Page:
Bronchiolitis is the commonest reason for hospital admission in infancy and the most frequent cause of acute respiratory failure in children admitted to paediatric intensive care units in the UK and North America. The respiratory syncytial virus accounts for most cases of bronchiolitis, however, new virus isolation techniques have led to the discovery of previously unrecognised viruses, including the human metapneumovirus and bocavirus which also play a significant role. The main developments in bronchiolitis management in recent years relate to the use of immunoprophylaxis; a number of other therapies such as the use of heliox are currently being investigated. Supportive therapy remains the mainstay of management with limited or no evidence of benefit for most other pharmacological treatments. This article summarises the current understanding of the different bronchiolitis phenotypes, with a brief description of outcomes and a review of the evidence for the various therapeutic interventions.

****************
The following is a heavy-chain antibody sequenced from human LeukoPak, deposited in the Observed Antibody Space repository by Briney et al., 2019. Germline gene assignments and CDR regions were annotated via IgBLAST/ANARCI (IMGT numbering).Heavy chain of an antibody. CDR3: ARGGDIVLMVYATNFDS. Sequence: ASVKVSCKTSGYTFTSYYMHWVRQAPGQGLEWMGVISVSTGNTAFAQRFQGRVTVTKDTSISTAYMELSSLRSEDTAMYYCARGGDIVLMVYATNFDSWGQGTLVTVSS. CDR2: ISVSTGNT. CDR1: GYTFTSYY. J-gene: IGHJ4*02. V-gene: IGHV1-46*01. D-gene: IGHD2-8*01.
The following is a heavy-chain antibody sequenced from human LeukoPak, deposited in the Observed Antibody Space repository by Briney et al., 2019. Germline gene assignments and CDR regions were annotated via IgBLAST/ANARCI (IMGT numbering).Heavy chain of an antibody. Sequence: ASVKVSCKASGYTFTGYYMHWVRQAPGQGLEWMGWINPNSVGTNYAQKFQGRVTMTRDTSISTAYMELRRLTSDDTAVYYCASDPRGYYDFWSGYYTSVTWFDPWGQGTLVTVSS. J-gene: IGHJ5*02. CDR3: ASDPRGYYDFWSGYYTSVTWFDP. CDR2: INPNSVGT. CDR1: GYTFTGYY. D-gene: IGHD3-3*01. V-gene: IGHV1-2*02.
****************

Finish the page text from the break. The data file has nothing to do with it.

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Competing interests: None.